By Jane Chin, Ph.D.
In theory, engaging social media in pharmacovigilance is attractive, if not sensible.
In practice, engaging social media in pharmacovigilance will be fraught with such high noise-to-signal ratio that both pharma companies and regulatory agencies may struggle to embrace it.
Let’s look at how pharmacovigilance has fared from the field perspective. We (used to) have over 100,000 sales reps in the field, who are exposed to adverse events signals every single day, I’d even surmise at least once a day.
All company employees in the U.S. pharmaceutical industry are legally obligated to report an adverse event within 24 hours of receipt from the field or through other communication channels.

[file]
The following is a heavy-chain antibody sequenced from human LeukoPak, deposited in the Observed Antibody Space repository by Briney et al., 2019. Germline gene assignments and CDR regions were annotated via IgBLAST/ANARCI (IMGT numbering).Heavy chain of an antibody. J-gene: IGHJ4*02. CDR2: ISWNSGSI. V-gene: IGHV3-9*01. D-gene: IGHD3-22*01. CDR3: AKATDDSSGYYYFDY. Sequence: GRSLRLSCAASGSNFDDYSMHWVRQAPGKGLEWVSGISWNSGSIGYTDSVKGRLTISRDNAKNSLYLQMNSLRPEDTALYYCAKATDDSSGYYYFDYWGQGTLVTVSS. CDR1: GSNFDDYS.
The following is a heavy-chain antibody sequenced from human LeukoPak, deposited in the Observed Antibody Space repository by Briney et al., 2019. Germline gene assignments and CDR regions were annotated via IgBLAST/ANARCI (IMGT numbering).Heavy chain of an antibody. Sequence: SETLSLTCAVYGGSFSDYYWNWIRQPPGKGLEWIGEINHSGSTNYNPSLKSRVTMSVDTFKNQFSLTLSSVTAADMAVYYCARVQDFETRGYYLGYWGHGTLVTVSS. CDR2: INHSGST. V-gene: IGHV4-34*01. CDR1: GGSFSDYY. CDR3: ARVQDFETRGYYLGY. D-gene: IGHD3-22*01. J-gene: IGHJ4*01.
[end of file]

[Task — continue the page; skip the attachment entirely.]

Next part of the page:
Yet today adverse events reporting – sans Web 2.0 – has been bogged down with bureaucracy, and physicians who are willing to spend the time and effort to report AEs directly to the FDA are enormously frustrated with the red tape and hurdles they face. It soon became a lose-lose proposition for doctors whose continuing livelihood has come to depend on patients/day type of clinical practice management.
Will Web 2.0 perhaps simplify the process and reduce red tape? I believe the potential is there.
The question is – HOW? At least, from the regulatory / federal government side.
From the commercial side, the question for pharmaceutical companies becomes – WHY ON EARTH…?
There are so many layers of medical history and patient health context that must be addressed when an adverse event arises – were there confounding factors? was the patient compliant? – that stripping the context away makes the content dangerously misleading when interpreting the safety of a drug.